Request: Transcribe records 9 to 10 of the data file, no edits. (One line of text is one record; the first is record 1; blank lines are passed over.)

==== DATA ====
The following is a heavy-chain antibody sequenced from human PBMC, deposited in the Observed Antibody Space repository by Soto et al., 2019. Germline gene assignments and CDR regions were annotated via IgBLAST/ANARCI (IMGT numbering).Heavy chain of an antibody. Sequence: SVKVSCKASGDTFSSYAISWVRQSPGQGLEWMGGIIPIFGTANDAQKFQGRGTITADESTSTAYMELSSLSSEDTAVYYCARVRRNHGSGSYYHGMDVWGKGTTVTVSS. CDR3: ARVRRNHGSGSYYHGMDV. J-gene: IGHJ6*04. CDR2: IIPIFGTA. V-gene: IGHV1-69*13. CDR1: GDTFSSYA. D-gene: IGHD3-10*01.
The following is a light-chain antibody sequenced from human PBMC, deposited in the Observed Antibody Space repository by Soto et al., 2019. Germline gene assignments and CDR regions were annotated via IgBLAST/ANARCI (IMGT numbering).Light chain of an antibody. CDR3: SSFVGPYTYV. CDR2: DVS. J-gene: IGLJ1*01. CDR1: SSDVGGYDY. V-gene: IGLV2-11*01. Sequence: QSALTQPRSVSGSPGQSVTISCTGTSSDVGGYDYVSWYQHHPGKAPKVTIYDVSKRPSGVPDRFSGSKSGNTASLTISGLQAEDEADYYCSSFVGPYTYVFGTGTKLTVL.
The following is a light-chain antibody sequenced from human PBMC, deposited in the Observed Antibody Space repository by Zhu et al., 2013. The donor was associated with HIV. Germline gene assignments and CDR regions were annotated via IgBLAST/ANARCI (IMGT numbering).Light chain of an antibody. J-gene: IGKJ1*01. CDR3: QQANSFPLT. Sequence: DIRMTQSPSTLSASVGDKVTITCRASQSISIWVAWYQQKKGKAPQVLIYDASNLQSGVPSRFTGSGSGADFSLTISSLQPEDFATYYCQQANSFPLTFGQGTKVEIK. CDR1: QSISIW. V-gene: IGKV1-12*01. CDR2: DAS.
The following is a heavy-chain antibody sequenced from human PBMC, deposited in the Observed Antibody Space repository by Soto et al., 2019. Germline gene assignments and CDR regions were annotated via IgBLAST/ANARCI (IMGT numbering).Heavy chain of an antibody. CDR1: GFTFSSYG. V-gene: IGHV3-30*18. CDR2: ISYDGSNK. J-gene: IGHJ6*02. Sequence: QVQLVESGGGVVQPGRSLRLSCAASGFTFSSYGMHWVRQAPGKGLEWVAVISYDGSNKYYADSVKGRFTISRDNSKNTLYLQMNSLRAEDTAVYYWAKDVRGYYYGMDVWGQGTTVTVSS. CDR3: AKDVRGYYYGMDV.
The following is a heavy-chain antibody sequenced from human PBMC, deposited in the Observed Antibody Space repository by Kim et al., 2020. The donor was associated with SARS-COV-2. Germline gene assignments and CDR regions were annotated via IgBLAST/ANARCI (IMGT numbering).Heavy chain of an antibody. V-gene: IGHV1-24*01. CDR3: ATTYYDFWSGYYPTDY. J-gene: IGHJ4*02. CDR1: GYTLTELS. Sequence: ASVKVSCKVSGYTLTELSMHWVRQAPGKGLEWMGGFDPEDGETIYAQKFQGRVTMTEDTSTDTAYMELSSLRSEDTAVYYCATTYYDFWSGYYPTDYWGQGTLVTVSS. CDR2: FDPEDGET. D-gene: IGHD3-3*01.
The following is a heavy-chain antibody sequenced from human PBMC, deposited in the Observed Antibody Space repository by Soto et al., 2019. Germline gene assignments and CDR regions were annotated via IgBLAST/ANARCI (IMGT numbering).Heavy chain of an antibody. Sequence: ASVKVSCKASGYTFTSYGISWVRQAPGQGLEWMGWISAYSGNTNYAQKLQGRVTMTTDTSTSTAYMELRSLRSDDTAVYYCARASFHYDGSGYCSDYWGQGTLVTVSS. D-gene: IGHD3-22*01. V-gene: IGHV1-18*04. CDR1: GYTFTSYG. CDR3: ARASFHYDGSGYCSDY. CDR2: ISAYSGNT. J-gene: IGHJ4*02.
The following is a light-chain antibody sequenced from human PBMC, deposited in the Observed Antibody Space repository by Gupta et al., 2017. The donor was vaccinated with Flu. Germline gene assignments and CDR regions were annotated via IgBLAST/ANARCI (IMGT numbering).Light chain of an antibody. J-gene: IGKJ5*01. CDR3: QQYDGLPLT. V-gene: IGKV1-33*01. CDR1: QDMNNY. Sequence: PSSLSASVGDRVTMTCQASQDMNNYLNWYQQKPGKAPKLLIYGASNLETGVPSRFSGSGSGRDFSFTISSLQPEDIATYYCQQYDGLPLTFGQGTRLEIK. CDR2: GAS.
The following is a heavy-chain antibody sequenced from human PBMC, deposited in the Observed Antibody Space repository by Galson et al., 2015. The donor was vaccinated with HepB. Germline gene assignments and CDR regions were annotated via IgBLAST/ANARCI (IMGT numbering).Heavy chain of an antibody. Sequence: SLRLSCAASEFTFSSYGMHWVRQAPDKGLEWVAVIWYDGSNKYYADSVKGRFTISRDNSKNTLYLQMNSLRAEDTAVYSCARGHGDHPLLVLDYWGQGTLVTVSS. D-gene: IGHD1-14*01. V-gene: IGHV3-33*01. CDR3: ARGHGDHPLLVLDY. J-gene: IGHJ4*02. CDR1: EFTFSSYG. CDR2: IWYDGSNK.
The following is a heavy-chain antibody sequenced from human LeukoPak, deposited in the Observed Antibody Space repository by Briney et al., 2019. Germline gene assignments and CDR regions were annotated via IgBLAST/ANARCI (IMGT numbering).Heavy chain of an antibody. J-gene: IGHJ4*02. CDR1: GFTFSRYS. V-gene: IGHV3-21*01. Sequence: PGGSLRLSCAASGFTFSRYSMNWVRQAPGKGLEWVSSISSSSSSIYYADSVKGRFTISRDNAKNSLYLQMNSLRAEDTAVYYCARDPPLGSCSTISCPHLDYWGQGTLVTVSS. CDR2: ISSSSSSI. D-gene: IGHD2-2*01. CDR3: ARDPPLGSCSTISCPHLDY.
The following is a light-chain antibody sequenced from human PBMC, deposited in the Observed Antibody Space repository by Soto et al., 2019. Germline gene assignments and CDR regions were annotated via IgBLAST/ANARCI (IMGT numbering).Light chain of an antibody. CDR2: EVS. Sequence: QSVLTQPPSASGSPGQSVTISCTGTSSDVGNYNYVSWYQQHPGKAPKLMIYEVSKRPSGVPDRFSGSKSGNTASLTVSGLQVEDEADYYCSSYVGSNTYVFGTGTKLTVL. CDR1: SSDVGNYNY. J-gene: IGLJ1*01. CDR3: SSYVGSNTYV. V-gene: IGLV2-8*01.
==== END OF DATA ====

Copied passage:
The following is a heavy-chain antibody sequenced from human LeukoPak, deposited in the Observed Antibody Space repository by Briney et al., 2019. Germline gene assignments and CDR regions were annotated via IgBLAST/ANARCI (IMGT numbering).Heavy chain of an antibody. J-gene: IGHJ4*02. CDR1: GFTFSRYS. V-gene: IGHV3-21*01. Sequence: PGGSLRLSCAASGFTFSRYSMNWVRQAPGKGLEWVSSISSSSSSIYYADSVKGRFTISRDNAKNSLYLQMNSLRAEDTAVYYCARDPPLGSCSTISCPHLDYWGQGTLVTVSS. CDR2: ISSSSSSI. D-gene: IGHD2-2*01. CDR3: ARDPPLGSCSTISCPHLDY.
The following is a light-chain antibody sequenced from human PBMC, deposited in the Observed Antibody Space repository by Soto et al., 2019. Germline gene assignments and CDR regions were annotated via IgBLAST/ANARCI (IMGT numbering).Light chain of an antibody. CDR2: EVS. Sequence: QSVLTQPPSASGSPGQSVTISCTGTSSDVGNYNYVSWYQQHPGKAPKLMIYEVSKRPSGVPDRFSGSKSGNTASLTVSGLQVEDEADYYCSSYVGSNTYVFGTGTKLTVL. CDR1: SSDVGNYNY. J-gene: IGLJ1*01. CDR3: SSYVGSNTYV. V-gene: IGLV2-8*01.